Other films the organizers are especially excited about include Alex Gibney’s “Mr. Dynamite: The Rise of James Brown” — Midcoast moviegoers may remember Gibney was at the Strand this summer with his “Finding Fela”— and “Desert Haze” by Belgium’s Sofie Benoot, whose “Blue Meridian” made its U.S. premiere at 2010’s CIFF. And a Saturday afternoon shorts program will feature the Cinema Eye Honors shortlisted films — and announce the winners before the screening.

“In January, CIFF hosts a party for the Cinema Eye Honors in New York City, and it’s become the biggest documentary festival party of the year,” said Fowlie.

Both he and von Kuhn spoke highly of one of the shorts, “Joanna” from Poland; and “Waiting for August,” a feature-length documentary from Belgium.

“It’s a powerful piece of art, and it’s reality,” said Fowlie. “It’s absurd it hasn’t been screened in the U.S.”

The Cinema Eye shorts will be screened in the Farnsworth Art Museum auditorium, a small venue that CIFF has been developing into the site for its more experimental and challenging work. The fest’s next smallest venue is Camden’s Bayview Street Cinema, making its last appearance this year, since the building is slated to be renovated into a hotel. Bayview is the site for the free short-film programs the festival offers each day at 10 a.m.

The Cinema’s final screening will be “Alive Inside,” a feature connected to this year’s Engagement Summit, which brings professionals and organizations focused on a social issue into a conversation about using documentary films as a tool in their work. This is the second year the Engagement Summit focuses on Aging in Maine. Screenings of festival films have been going around the state for a year now and will continue, with fresh films from this year’s CIFF, until next July.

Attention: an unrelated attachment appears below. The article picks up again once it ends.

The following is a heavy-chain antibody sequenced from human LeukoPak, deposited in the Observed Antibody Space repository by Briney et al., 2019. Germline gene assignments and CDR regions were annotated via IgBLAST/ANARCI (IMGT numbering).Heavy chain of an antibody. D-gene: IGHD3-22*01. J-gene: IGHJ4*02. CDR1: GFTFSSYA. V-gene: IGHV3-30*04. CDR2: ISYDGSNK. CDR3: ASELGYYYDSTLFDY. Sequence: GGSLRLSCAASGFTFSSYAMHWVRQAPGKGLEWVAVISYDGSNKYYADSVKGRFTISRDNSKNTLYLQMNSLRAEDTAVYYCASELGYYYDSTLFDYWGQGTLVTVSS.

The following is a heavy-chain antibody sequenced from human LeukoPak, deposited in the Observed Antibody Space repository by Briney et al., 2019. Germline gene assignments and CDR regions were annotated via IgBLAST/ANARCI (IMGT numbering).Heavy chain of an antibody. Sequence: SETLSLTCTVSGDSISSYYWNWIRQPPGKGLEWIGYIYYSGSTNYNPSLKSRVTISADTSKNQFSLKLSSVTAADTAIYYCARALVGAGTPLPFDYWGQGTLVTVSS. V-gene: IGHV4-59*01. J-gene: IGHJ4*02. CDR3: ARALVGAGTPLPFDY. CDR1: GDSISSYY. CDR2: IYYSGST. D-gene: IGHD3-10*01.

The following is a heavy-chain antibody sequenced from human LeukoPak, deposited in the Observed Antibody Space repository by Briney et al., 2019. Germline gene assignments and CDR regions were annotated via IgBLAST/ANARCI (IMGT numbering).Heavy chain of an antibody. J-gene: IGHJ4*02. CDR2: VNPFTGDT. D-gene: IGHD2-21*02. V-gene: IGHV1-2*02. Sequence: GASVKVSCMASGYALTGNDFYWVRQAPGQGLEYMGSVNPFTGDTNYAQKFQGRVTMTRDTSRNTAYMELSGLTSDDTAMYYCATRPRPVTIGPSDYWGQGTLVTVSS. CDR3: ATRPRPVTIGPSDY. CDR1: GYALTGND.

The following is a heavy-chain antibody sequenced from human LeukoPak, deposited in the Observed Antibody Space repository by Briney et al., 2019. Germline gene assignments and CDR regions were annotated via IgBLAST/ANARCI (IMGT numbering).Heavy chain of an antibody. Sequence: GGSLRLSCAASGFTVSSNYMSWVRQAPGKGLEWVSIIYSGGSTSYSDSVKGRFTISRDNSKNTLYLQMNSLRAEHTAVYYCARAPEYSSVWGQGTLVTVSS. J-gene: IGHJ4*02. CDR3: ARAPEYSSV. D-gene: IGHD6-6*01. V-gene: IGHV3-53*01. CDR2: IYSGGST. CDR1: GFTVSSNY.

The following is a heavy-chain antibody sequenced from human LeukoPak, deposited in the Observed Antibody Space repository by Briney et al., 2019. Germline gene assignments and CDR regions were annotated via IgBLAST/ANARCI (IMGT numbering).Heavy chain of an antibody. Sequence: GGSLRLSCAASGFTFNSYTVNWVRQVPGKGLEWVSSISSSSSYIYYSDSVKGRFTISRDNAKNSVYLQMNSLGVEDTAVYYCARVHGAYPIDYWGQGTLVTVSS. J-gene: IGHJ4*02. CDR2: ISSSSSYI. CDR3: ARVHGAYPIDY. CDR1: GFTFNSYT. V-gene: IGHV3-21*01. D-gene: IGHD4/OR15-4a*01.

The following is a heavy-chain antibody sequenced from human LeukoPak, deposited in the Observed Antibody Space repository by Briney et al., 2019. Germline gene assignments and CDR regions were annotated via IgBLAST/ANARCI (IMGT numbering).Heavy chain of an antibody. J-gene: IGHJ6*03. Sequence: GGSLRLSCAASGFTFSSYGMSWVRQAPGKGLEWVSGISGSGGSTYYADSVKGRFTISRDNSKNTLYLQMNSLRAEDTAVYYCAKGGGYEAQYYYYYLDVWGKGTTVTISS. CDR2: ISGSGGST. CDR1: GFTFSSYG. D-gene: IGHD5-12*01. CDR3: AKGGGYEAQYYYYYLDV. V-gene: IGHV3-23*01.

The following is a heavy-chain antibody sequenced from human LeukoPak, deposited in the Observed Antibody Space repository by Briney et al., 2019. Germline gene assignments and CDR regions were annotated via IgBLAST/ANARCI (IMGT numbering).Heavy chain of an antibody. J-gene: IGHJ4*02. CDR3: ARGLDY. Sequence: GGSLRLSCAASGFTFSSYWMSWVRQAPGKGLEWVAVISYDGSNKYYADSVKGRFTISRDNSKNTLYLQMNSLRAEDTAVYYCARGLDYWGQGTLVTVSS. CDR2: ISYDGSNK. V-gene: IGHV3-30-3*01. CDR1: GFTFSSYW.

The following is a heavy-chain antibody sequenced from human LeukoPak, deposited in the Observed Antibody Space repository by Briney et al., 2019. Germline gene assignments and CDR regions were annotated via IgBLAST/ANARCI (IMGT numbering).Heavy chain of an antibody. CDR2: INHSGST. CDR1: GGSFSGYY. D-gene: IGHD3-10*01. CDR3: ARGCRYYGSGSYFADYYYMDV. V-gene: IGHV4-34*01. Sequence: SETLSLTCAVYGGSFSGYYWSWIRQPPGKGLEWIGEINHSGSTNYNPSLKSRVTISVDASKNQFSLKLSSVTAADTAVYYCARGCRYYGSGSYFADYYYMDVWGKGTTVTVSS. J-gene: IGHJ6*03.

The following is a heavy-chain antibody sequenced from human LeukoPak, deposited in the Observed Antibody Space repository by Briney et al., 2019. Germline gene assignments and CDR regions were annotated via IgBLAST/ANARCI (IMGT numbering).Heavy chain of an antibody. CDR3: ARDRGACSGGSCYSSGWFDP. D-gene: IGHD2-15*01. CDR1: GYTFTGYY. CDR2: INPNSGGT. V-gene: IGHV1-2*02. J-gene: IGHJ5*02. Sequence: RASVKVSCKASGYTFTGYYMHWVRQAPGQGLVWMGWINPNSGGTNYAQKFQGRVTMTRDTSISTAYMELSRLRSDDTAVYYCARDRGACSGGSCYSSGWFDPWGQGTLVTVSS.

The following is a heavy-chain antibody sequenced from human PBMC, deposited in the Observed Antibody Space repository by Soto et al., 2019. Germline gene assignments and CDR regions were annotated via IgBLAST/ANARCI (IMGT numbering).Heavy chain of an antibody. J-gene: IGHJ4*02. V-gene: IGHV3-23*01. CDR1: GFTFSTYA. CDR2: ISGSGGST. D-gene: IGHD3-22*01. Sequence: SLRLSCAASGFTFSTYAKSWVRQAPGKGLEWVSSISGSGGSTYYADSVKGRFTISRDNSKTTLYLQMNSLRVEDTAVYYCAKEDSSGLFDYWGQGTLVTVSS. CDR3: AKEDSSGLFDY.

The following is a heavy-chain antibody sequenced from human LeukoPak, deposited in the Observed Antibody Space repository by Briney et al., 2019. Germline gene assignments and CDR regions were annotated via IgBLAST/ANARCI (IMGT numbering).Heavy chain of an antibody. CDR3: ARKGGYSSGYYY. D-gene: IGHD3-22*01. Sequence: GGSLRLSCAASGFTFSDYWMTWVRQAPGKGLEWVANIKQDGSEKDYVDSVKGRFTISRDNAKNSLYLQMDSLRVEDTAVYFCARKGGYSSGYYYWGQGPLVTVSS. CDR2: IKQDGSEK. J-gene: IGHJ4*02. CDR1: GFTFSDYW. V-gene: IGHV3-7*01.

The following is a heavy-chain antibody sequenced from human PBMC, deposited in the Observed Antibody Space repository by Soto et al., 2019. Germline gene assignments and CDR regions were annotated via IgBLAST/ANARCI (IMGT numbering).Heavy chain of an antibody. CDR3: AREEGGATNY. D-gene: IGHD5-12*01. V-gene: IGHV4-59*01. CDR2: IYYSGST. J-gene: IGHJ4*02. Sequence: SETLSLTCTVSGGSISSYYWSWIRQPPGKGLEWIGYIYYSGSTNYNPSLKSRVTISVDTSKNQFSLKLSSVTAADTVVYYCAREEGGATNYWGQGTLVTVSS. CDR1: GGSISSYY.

“We originally planned seven or eight screenings, but a lot of organizations reached out to us and we ended up doing 19 or 20,” said Fowlie.

“We decided to stay with Aging for a second year in order to collect data, so we can offer this model to other film festivals,” said von Kuhn.

After 10 years, CIFF clearly is the model of a modern major film festival, but still lives up to its logo “Small Towns, Big Films.” Viewers and filmmakers, emerging and established, all rub shoulders at screenings, parties and local coffee shops in a way that just doesn’t happen at larger festivals … and it works.

“Attendees tell us how surprised they are at how worldly our local audience is; it just can’t be replicated at other festivals,” said von Kuhn.

To be a part of the audience, visit camdenfilmfest.org for more information on each film, as well as festival passes and the full schedule. Passes may be purchased online through Thursday and picked up at the CIFF box office starting Wednesday, Sept. 24, at noon. The CIFF box office is located at 16 Bay View St., former location of Peter Ott’s.